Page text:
Chevron Corp. indefinitely delayed a $5.1 billion oil development in the U.S. Gulf of Mexico after an equipment failure, casting doubt on the company’s ability to meet its target of 20 percent output growth by the end of 2017.
Some of the cables needed to tether a floating platform to the seafloor sank between May 29 and May 31, the San Ramon, California-based company said in a statement Monday. None of the wells at the Big Foot oilfield had begun pumping crude and there were no spills or injuries.
Unmanned, remotely operated vehicles have been deployed to search the seafloor and assess the amount of damage suffered by the cables, Cameron Van Ast, a Chevron spokesman, said in an e-mail on Tuesday. The company plans to provide a new start date for the oil field when it posts second-quarter results in late July or early August, he said.
Chevron has spent billions of dollars and the better part of a decade preparing the deep-water field for production, which had been scheduled to begin later this year. Discovered in 2006, Big Foot was one of the linchpins in Chief Executive Officer John Watson’s plan to increase Chevron’s global production to the equivalent of 3.1 million barrels of crude a day over three years.
The Atlantic hurricane season that began on the same day Chevron disclosed the reversal means the cables probably won’t be repaired and reinstalled for at least six months, given the threat of dangerous storms, William Featherston, a UBS Group AG analyst, said in a note to clients on Tuesday. Featherston lowered his full-year 2016 earnings estimate for the company by a penny to $4.03 a share.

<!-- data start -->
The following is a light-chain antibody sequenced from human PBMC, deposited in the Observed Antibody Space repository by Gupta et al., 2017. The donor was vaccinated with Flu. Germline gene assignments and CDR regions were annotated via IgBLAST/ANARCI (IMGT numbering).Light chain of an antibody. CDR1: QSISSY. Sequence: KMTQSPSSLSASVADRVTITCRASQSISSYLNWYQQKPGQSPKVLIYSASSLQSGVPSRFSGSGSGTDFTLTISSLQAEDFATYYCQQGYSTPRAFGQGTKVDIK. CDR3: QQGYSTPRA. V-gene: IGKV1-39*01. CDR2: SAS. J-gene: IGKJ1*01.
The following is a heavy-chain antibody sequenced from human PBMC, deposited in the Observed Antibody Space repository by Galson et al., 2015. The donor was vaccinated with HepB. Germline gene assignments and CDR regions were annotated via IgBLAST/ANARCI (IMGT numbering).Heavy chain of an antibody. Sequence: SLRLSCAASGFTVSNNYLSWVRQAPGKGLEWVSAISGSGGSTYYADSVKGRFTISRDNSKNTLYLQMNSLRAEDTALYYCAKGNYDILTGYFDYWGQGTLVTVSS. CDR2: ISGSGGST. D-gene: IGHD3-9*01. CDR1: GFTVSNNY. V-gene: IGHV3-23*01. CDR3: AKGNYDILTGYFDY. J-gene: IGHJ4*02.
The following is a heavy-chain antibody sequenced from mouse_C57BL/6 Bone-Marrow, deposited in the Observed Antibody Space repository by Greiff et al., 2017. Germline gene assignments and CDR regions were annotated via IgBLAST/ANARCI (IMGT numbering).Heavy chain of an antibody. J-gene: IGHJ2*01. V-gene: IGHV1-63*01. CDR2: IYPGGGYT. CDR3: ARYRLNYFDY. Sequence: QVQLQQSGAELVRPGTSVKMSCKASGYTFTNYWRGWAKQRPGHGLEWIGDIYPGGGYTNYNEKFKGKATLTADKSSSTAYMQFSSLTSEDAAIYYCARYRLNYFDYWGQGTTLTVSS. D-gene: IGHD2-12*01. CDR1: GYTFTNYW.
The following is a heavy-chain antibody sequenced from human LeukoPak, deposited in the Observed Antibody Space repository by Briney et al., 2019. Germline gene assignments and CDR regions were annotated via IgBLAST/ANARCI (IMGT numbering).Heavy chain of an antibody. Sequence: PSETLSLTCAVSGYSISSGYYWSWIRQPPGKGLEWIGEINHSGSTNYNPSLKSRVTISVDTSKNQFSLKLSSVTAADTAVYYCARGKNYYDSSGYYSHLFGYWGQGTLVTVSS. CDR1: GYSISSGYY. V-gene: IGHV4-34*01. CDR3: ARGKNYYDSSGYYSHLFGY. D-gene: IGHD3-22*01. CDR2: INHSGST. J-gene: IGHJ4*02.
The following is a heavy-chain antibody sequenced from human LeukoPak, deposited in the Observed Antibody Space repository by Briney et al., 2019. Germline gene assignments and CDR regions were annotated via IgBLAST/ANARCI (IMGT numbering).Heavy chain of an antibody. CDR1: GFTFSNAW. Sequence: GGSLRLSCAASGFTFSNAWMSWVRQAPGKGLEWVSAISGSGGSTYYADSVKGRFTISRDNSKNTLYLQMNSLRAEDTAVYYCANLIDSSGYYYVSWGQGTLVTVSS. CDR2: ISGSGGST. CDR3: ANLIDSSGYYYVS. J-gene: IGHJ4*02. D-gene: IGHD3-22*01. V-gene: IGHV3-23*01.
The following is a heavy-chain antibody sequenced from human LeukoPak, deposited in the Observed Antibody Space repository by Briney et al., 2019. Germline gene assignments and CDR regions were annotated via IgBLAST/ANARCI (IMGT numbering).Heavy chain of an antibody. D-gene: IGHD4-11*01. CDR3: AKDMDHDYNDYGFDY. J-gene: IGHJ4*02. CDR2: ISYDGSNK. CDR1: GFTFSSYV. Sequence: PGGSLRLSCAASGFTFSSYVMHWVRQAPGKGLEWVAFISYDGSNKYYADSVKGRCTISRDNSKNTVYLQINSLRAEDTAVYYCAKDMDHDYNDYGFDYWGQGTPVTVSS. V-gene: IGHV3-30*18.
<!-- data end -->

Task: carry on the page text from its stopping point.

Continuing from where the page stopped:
The platform is designed to collect oil and natural gas from wells in the field, strip out hydrogen sulfide and brine, and send the fuels to shore on pipelines. The oilfield is located about 225 miles (362 kilometers) south of New Orleans in waters 5,200 feet deep in a section of the Gulf that experiences violent currents akin to underwater hurricanes, and waves that ebb and flow hundreds of feet beneath the surface.
The currents “pluck and pick steel pipes like they’re nylon guitar strings,” Chevron said in the September 2008 issue of its in-house technology magazine, Next.
The platform was moved to “sheltered waters,” the company said.
Chevron was little changed at $102.58 at the close in New York. The shares are down 8.6 percent this year.
The setback may worsen the impact of lower crude prices that have eroded cash available for exploratory drilling and the acquisition of new prospects. Every $1 decline in the price of Brent crude, the global benchmark, cuts $325 million to $350 million from Chevron’s quarterly cash flow.
Big Foot is one of several marquee developments around the world that Chevron leads or is a major investor in. Others include the Gorgon and Wheatstone gas-export projects in Australia, which together will cost more than $80 billion, the $10 billion Moho Nord field in the Republic of Congo and the $5.6 billion Mafumeira Sul venture in Angola.
Liquefied natural gas is slated to account for the largest chunk of Chevron’s output growth between now and the end of 2017, followed by offshore crude and shale, the company said in a March presentation to investors.